Marathon Training Week 13 – Ultimate Long Run

PHEW. Three weeks left and the longest run I have left in my training plan is 11 miles. I am officially in taper land, people!! So, how was Week 13 of marathon training?

Marathon Training Update Week 13 - Ultimate Long Run

Following the half marathon race I ran as a long run last Sunday, I gave myself a couple of days off running. Instead, I did some weight training. Of course, I couldn’t help myself and jumped into the squat rack to do some heavy squats. It felt great, but it meant the next two runs I was really just trying to shake the soreness out of my muscles. I got a little nervous the stiffness and soreness would stick around, since this week was my ultimate long run: ultimate in that it is the last true really long run of my marathon training and ultimate because it was 21 freaking miles!!

The other issue that came up this week was that I felt like I was coming down with a cold. I was headachy, stuffed up, my throat felt sore. Of course, as soon as I started the long run, I felt fine and have ever since. I read somewhere once that if you stumbled across the group of people about to run the marathon while they were standing by for the start, you’d be forgiven for thinking you’d walked into the waiting room of a physical therapist’s office, with the wincing, moaning, groaning, and litany of real and imagined injuries and complaints. As soon as that gun goes off, though, the ailments disappear and the runners emerge. I was reminded of that when I started running the long run and realized I felt a hundred perfect fine. πŸ˜‰

Week 13 Long Run

LONG RUN: 21 miles. I had grand plans for this run. Originally I was thinking I’d do another Brooklyn to Manhattan via the Brooklyn Bridge route, but after the debacle of trying to fight Financial District crowds the last time I did that, it was out of the question. Then, I thought I’d get the subway to Central Park to run the loops there, but the thought of having a half hour subway ride after a 21 mile run to get home was off-putting.

So guess what? I took that little 3-mile-and-change loop in Prospect Park and ran it. And ran it. And ran it. Luckily, since I have a GPS watch, I could take little detours and try a couple of different paths off the running track, but for the most part, it was loop city, population me.

I was all set to try this technique Cori from Olive to Run came up with: having one person or thing to think about for each mile, so you’re dedicating each mile to focusing on someone or something specific. It sounded like meditation to me, so I gave it a shot. It lasted about 2 miles. (Disclaimer: I am also not particularly good at meditation).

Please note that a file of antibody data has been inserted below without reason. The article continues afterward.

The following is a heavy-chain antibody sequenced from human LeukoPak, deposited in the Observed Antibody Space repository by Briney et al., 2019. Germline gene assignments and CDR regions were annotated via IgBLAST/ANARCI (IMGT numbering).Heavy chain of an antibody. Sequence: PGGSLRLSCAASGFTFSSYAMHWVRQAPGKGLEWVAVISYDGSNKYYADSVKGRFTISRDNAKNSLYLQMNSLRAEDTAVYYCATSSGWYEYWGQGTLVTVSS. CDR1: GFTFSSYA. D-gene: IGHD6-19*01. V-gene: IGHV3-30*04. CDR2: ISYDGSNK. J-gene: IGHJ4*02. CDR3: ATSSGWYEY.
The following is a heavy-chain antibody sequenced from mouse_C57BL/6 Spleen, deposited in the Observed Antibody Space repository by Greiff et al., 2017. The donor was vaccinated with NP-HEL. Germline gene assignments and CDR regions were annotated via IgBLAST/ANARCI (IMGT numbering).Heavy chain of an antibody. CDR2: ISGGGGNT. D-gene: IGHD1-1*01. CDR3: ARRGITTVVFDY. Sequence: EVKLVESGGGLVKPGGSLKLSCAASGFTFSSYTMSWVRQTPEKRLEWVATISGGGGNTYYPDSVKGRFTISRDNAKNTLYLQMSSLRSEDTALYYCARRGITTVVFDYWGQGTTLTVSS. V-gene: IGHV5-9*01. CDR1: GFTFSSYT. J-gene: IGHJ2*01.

Yet, for whatever reason, this was probably my best long run yet. My pacing was much better. I’m finding it easier to take it deliberately slow for the first few miles, so I have the energy to stay on pace towards the end and run a negative split.

I’m still having a few issues leading up to the race. I am nervous about fueling. Despite all my trials during long runs, I still am not sure what I’m going to do for the race, and time is running out for experimenting. The last couple of runs I’ve been trying Pure bars, which are basically energy bars with about 4 or 5 ingredients that are all real food. But they are a little dense and hard to get through while running. My other issue is which shoes to wear. (Isn’t that every woman’s dilemma at some point in life??) I am also trying to work out how to pace myself for the race. The only thing I don’t like about the NYRR Virtual Trainer plan is that the race strategy is broken up into 5K sections instead of by miles, which I’m not used to.

In the end, though, I’m hoping these issues are just like those of any runner’s before the start – the kind that disappear as soon as the gun goes off and your legs start moving.


Do you obsess over the details, or are you calm before a big event?

Do you meditate?


  1. I obsess and then let things go because it is easier. I tried the Cori’s idea, too – there came a point where it didn’t work but it was nice for awhile.

    • I really wanted Cori’s idea to work for me! I think once I just make all my decisions I’ll stop obsessing. πŸ™‚

  2. Wow! You are so close to your goal. I also have a cold coming on this week. Yuck. It gets better then worse then back to better so I’m hoping to fight off anything major.

    I like the idea of focusing on one thing for each mile. I’m not sure that I could keep it up very long either. I do write a lot of good posts in my head while running.
    Carla recently posted…Vogue — Sexy GlamMy Profile

  3. Boo! I’m sorry it didn’t work for you πŸ™
    Cori @ olivetorun recently posted…The Truth Is… The Only Constant Is ChangeMy Profile

    • It’s all good, Cori! I think I just don’t have your focus!! I did write a post in my head while I ran, so I’m a happy bunny.

  4. I forgot to tell you I tried that -one person per mile- encouragement in My marathon in Paris….but it just lasted two miles, then I forgot! Ha!
    I was wondering too about the strategy…..break it in 3 (easy, then on pace and last 6mi as fast as I can)….or run evenly the whole course…? I’m kind of lost.

    • I read that only 15% of NYC marathon runners did a negative split. That’s still what I’m going for, though. I’m going to break it into 4 mile sections, I think, I just have to work out what pace to hit for each section to maintain the overall pace I want to keep. Bear in mind as well, you will probably run a little bit farther than 26.2 miles, so keep a few seconds per mile “up your sleeve” if you’re trying to get a particular time goal.